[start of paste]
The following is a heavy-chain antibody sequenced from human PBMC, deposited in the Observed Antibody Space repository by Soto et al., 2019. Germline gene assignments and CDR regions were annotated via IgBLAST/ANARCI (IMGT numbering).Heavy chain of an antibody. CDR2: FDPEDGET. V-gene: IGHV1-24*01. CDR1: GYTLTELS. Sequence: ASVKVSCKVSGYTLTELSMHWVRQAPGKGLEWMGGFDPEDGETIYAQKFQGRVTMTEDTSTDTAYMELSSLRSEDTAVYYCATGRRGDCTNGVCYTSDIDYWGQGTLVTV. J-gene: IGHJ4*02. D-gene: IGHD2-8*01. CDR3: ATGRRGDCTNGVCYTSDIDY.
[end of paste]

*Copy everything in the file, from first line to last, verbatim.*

The following is a heavy-chain antibody sequenced from human PBMC, deposited in the Observed Antibody Space repository by Soto et al., 2019. Germline gene assignments and CDR regions were annotated via IgBLAST/ANARCI (IMGT numbering).Heavy chain of an antibody. CDR2: FDPEDGET. V-gene: IGHV1-24*01. CDR1: GYTLTELS. Sequence: ASVKVSCKVSGYTLTELSMHWVRQAPGKGLEWMGGFDPEDGETIYAQKFQGRVTMTEDTSTDTAYMELSSLRSEDTAVYYCATGRRGDCTNGVCYTSDIDYWGQGTLVTV. J-gene: IGHJ4*02. D-gene: IGHD2-8*01. CDR3: ATGRRGDCTNGVCYTSDIDY.